I grew up with three grandparents not four. The missing one was my Dad's father, who disappeared into Darkest Wales in 1949, abandoning his wife and two children (it was one of those probably rash marriages that happened at the end of WWII). My Dad, now 64, has no memories of him, and no interest in finding out what happened. The only remnant of him is his surname (Baker), which is also my surname and two of three wedding photographs which only surfaced when my grandmother died.
The two people sitting down are presumably my great-grandparents. The tallest man is my grandfather. Facially, my father looked very similar to him at the same age. I don't resemble him facially, but I do have the tall thin body. I probably look more similar in terms of face and hair to the chap on the left, who was a brother.
Every so often he comes up in conversation, and so yesterday, my fella typed in his name and the word Wales into Google. And there he was. Ten years ago he choked to death on his food in a nursing home, aged 80. He never left the small mining village he grew up in, although he seems to have married again in 1964. There's a tiny chance it's not him, but he has a fairly rare name, and the middle name matches up also.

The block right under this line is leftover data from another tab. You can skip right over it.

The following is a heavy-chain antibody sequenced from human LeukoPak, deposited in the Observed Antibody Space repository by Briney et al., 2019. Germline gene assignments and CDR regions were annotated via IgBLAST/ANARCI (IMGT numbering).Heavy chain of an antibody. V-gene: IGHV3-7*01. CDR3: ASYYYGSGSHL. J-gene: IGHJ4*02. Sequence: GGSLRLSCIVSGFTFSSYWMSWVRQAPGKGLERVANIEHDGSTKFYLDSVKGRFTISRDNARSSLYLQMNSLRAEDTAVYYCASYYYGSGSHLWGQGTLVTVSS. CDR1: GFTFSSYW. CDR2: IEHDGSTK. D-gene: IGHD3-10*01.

Having found out, I felt a bit stunned. I wonder if he had any other children (do I have a half-uncle or aunt?) We had assumed he wouldn't have lived long, so it's surprising to find out he was the last of my grandparents to have died. I was also surprised at how easy it was to find the information, and how it had been there for years, if only someone had thought to look for it.
And then I had a dilemma. Who do I tell? It has always been a bit of a sore point with my father, so should I tell him? Or should I tell my sister and my aunt. In the end I decided to volunteer that I had information and would tell more if asked, or else not mention it again. So we had the strangest conversation. I told my own father that his father is dead. And he reacted as if I'd announced that it was raining outside.
I spent the rest of the evening trying to find out more information about that side of the family. Oddly enough, it turns out that the actor Stanley Baker (from Zulu) grew up in the next village along, about a mile away. I wonder if he's a distant relation.